I thought that it was possible to travel in the EU with a national identity card rather than a passport. However, some friends in Denmark say that is no longer true and they need a full passport even to go to Sweden. Is this so? I have not heard it from other sources.

I had just started to travel in the EU with my Irish passport card and I have had no serious problem yet. I even went to Denmark with it but since I changed planes in Amsterdam, I did not need to show it in Copenhagen.

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    People have a lot of misconceptions about the EU and the Schengen area. Your friends views are not out of the ordinary, albeit wrong. – JonathanReez Sep 23 at 14:44
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    @JoErNanO a "national ID" issued by an EU or EEA state is valid for travel in the EU. This is specified in the freedom of movement directive. Denmark does not issue national ID cards, however. – phoog Sep 23 at 15:39
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    @phoog In Italy one can get a national ID that is not valid for travel purposes. It says "non valida per l'espatrio" on the back. – JoErNanO Sep 23 at 15:41
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    @NeilP there is no such airline in the EU as of 2018. – JonathanReez Sep 25 at 0:03
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    @NeilP "the airline may decide their own rules are that you must have a passport" No they can't; the strictest they can ever require of an EU citizen is a passport or national ID card. – Coke Sep 25 at 0:13
up vote 73 down vote accepted

Denmark has never issued ID cards of the kind that some other EU member states do. This is why a passport is the only option for Danes traveling within the EU.

If Denmark chose to start issuing such ID cards, they would be valid for travel to other EU member states too.

What is new(ish) is that citizens used to be able to travel between the Nordic countries with neither passport nor ID card. This ended several years ago when Sweden introduced (now irregular) ID checks at the border to Denmark.

It has always been the case that Danes were supposed to carry passports when traveling outside the Nordic countries, such as to Germany. After we joined Schengen, passports are not checked systematically when entering Germany, but many people seem not to know that they are still supposed to be able to show them if they're stopped by German police inside Germany.

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    Comments are not for extended discussion; this conversation has been moved to chat. – Willeke Sep 24 at 17:42
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    As far as I understand German Law (§ 8 FreizügG/EU, Abs 1, Satz 2), as a citizen of the European union, you only have to have a valid passport (e.g. in your hotel room), but you don't have to carry it with you all the time. But I'm not a lawyer. – magnetometer Sep 25 at 14:39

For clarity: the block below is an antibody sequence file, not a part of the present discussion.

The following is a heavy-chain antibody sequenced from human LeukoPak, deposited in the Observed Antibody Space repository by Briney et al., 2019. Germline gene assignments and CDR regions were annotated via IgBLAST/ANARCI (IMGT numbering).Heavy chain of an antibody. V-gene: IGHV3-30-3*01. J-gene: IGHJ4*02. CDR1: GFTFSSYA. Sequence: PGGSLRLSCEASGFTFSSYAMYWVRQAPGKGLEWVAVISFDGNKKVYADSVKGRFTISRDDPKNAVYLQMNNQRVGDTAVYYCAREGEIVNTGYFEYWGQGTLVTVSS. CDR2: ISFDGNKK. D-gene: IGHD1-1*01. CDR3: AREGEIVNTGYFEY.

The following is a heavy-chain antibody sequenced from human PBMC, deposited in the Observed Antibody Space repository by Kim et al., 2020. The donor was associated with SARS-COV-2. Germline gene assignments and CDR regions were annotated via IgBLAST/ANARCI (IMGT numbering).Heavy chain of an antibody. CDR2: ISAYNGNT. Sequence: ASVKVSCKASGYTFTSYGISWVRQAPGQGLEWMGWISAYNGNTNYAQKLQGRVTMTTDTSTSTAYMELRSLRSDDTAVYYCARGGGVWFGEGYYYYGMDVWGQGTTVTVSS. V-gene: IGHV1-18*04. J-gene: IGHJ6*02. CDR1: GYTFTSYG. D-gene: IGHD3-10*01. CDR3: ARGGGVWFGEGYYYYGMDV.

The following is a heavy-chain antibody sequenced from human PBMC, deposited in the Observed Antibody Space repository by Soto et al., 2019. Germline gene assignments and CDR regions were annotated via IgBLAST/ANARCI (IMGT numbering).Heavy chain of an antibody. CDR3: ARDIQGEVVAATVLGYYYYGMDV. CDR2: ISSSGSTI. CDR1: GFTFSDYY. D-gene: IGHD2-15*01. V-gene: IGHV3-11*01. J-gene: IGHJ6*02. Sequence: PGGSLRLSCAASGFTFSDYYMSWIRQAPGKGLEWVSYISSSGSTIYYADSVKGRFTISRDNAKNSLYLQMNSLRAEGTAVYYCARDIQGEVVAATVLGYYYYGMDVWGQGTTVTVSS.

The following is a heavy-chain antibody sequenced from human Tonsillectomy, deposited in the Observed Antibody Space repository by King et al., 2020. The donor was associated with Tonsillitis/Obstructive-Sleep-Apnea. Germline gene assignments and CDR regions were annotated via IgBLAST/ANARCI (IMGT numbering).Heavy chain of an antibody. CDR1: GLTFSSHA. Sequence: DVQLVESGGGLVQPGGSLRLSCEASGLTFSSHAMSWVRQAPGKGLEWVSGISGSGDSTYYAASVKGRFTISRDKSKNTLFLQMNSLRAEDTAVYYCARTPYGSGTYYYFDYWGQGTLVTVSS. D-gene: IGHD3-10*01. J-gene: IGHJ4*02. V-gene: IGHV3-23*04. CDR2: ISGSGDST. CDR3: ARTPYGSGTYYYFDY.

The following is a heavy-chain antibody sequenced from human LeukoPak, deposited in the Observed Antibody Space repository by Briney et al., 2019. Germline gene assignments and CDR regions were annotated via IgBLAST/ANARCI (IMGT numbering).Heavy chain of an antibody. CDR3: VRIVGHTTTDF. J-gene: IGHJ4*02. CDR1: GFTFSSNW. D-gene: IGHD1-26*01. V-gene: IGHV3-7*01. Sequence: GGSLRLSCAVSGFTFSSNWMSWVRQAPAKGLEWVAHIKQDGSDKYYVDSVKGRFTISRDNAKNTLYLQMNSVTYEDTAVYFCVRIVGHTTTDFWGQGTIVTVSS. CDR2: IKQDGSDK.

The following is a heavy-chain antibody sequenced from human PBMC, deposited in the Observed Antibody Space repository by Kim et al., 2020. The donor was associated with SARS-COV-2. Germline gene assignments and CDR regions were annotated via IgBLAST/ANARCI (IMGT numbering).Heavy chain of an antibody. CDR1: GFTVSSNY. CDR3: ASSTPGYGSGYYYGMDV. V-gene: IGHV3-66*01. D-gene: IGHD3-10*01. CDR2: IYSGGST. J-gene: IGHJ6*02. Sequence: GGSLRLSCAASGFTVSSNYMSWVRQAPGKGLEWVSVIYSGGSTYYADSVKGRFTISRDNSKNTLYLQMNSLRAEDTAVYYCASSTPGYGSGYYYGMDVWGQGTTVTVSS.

Your passport card remains fully valid across the EU/EFTA (and most other European countries for that matter). Your Danish friends say otherwise because Denmark has never even had a national ID card, and so they cannot relate to this.

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    @badjohn Schengen countries are MUCH more lax than the UK. DUnno about Ireland as I only ever entered once (by bus from London, where the only check happened at Holyhead before driving onto the Ferry) – Coke Sep 23 at 15:10
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    Yes, the UK is strict on visitors (especially recently). The laid back nature referred only to citizens. We have never had a national ID card and don't need to carry ID not even when driving. – badjohn Sep 23 at 15:12
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    @badjohn They're not strict to EU citizens unless they don't look European in their eyes. Even I who look like a Yugoslav/Bulgarian (I'm not though) once had my nationality questioned at Gatwick (the officer, though she obviously didn't say it out loud, clearly thought my ID was a counterfeit). However, other than that occasion, they only ever ask (at airports) where I flew from and that's it – Coke Sep 23 at 15:15
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    @Mast No, within the UK or Ireland, there is no need to carry ID. You don't even need to carry your licence when driving. I do but many don't. gov.uk/stopped-by-police-while-driving-your-rights. Outside the UK or Ireland, I used to carry at least my driving licence but now I usually carry my Irish passport card. – badjohn Sep 24 at 7:10
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    @phoog the 2006 ID card never got past the pilot stage and they were only ever issued to a small part of the population. The UK did have mandatory ID cards during the wars, though, which were abolished in 1948. – pjc50 Sep 24 at 13:32

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